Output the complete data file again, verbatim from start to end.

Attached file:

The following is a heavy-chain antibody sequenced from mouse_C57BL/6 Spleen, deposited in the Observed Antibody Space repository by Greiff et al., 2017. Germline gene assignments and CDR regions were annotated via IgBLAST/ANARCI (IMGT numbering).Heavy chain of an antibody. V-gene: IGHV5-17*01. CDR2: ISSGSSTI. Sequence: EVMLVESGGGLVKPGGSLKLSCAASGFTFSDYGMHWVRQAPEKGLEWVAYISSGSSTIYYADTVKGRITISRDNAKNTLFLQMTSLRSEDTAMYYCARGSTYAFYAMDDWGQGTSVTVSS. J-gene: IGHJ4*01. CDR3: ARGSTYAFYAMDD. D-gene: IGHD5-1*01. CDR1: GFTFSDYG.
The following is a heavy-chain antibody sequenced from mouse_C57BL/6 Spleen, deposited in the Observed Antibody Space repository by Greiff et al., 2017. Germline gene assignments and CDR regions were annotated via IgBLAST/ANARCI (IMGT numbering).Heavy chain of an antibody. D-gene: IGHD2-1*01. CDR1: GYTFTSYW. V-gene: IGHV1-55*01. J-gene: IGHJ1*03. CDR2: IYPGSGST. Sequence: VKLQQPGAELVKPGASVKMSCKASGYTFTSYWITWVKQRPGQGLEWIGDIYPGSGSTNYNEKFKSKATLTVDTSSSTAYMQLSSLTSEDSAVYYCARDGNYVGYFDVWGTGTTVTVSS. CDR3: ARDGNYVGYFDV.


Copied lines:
The following is a heavy-chain antibody sequenced from mouse_C57BL/6 Spleen, deposited in the Observed Antibody Space repository by Greiff et al., 2017. Germline gene assignments and CDR regions were annotated via IgBLAST/ANARCI (IMGT numbering).Heavy chain of an antibody. V-gene: IGHV5-17*01. CDR2: ISSGSSTI. Sequence: EVMLVESGGGLVKPGGSLKLSCAASGFTFSDYGMHWVRQAPEKGLEWVAYISSGSSTIYYADTVKGRITISRDNAKNTLFLQMTSLRSEDTAMYYCARGSTYAFYAMDDWGQGTSVTVSS. J-gene: IGHJ4*01. CDR3: ARGSTYAFYAMDD. D-gene: IGHD5-1*01. CDR1: GFTFSDYG.
The following is a heavy-chain antibody sequenced from mouse_C57BL/6 Spleen, deposited in the Observed Antibody Space repository by Greiff et al., 2017. Germline gene assignments and CDR regions were annotated via IgBLAST/ANARCI (IMGT numbering).Heavy chain of an antibody. D-gene: IGHD2-1*01. CDR1: GYTFTSYW. V-gene: IGHV1-55*01. J-gene: IGHJ1*03. CDR2: IYPGSGST. Sequence: VKLQQPGAELVKPGASVKMSCKASGYTFTSYWITWVKQRPGQGLEWIGDIYPGSGSTNYNEKFKSKATLTVDTSSSTAYMQLSSLTSEDSAVYYCARDGNYVGYFDVWGTGTTVTVSS. CDR3: ARDGNYVGYFDV.